Wheelchair docking is an alternative system for securing the wheelchair to the floor of a van. Docking systems use an automated clamp like device mounted to the floor that locks on to a pin that is added to the frame of the wheelchair. Docking systems utilize an electronic push-button control console for quickly locking and releasing the wheelchair. Many wheelchair drivers utilize a docking system, eliminating the need for tie-down straps that would be problematic to use in the driver position.
Hand controls are commonly used by paraplegic and amputee drivers and can be installed on most any type of vehicle. Several different styles of hand controls are available to match the needs of the driver with the automobile, van, truck or SUV. Most hand controls are mechanical, which means they are connected to the accelerator and braking system with the use of connecting rods and various hand grip options. The most popular among the systems is a push-pull design. The drive pushes forward to accelerate and pulls down on the controls to brake. A Certified Mobility Consultant can demonstrate the various options and connect the client with a Certified Driver Rehabilitation Specialist (CDRS) for driver evaluation and on-road training. For public safety and liability reasons, certification is required before a mobility dealer can order and install hand controls on a vehicle.
Mobility vans that have a side-entry ramp can also be equipped with an in-floor ramp system. What this means is that the ramp is located under the floor of the vehicle (when not in use) and slides out when deployed. The advantage of an in-floor system is that the ramp is completely out of the way, unlike a fold-out ramp that is an obstruction in the door opening in the up position. In-floor ramps can be a little more expensive in that they require more work to install, but can be a very practical option for those who want to utilize the passenger side sliding door without the wheelchair ramp being deployed.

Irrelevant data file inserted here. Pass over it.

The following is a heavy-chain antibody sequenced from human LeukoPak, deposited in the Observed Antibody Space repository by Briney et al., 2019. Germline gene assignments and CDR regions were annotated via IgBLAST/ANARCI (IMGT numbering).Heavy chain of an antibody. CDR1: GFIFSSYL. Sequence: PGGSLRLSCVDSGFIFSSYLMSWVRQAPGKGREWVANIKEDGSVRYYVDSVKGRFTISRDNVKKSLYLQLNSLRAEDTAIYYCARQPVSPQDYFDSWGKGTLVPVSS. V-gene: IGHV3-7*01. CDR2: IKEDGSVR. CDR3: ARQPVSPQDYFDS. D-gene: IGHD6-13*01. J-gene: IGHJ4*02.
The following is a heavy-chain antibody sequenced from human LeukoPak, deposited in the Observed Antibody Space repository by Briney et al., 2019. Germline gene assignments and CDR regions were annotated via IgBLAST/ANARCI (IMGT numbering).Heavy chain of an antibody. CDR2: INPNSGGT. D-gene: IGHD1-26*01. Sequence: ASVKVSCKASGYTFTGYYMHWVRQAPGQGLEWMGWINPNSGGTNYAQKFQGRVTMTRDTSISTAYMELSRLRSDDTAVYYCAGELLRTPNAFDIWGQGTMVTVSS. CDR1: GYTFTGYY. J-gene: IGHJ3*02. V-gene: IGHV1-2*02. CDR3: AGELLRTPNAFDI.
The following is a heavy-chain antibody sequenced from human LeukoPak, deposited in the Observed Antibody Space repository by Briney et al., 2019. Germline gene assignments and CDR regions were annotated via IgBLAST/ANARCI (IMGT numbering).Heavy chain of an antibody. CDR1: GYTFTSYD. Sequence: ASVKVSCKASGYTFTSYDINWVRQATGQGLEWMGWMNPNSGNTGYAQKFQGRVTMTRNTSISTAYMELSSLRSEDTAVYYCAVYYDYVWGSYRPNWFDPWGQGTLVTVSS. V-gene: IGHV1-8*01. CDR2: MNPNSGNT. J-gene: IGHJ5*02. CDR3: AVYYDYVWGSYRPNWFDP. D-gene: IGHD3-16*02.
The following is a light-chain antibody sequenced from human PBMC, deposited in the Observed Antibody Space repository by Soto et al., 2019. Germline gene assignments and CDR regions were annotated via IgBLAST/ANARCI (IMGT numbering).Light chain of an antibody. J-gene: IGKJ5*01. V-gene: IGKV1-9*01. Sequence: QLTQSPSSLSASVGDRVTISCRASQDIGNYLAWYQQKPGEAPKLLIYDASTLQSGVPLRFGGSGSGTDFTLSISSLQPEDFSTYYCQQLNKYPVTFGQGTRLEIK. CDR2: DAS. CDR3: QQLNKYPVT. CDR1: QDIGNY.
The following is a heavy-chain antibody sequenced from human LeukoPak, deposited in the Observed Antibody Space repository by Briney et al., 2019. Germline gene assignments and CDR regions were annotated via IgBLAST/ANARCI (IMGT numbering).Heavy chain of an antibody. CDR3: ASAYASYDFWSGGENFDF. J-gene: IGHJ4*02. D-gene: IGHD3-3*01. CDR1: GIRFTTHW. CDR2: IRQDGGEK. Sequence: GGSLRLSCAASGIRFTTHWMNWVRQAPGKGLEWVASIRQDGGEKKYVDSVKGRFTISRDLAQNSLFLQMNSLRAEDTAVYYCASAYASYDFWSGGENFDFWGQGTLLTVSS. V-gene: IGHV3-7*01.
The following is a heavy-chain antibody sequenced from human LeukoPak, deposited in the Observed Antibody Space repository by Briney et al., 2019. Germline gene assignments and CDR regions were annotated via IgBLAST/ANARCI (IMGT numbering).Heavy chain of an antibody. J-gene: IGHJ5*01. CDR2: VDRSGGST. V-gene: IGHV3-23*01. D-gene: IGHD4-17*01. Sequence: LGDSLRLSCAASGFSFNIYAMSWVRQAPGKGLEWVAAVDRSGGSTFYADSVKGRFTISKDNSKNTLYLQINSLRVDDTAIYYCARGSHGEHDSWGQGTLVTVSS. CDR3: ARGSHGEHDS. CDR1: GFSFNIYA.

Ramp angle is a critical part of the making a van accessible. The lower the angle the easier is to enter the vehicle, particularly for those in manual chairs who wheel themselves in without an attendant. Kneeling systems are designed to raise the opposite side of the van, with an automated actuator, which lowers the passenger side, reducing the height of the floor and ramp. Kneeling systems are completely hidden and out of view from passengers and are controlled with the same push-button operation as the the ramp. In most cases, the van’s electrical system has been designed to open the sliding door, kneel the van and deploy the ramp in sequential order in one easy step.
In order to secure the wheelchair to the floor of the van with a tie-down system, a strip of metal “L-Track” is attached to the floor. L-Track has small half-inch circular openings along the entire length that allow for a tie-down strap to be positioned in the correct angle and position for the person in the chair. L-Track can be installed in horizontal or vertical configurations depending on the type of van and desired wheelchair position.
Since headroom above the wheelchair passenger can be tight and a lower ramp angle is desired, most wheelchair vans are modified with a lowered floor. This accomplishes both goals of providing more room and a reduced angle necessary for entering and exiting the vehicle. Height at the door opening can also be a critical dimension for a larger person sitting upright in a chair or for a caregiver assisting with loading and securement. Lowered floor vans are structurally modified and require significant re-engineering of many vehicle components such as the muffler system, gas tank, and brake lines. Because of these modifications, conversion manufacturers have to crash test their vehicles to meet federal safety standards. It’s important that people try a vehicle’s lowered floor, kneeling and ramp system before buying.
New-New and New-Used Vans
A New-New conversion would be a brand new wheelchair accessible conversion on a brand new vehicle (less than a few hundred miles), while a New-Used would be new adaptive equipment conversion being applied to a pre-owned vehicle. Typically this would only take place on a van with lower mileage (less than 20,000) and being only a few years old.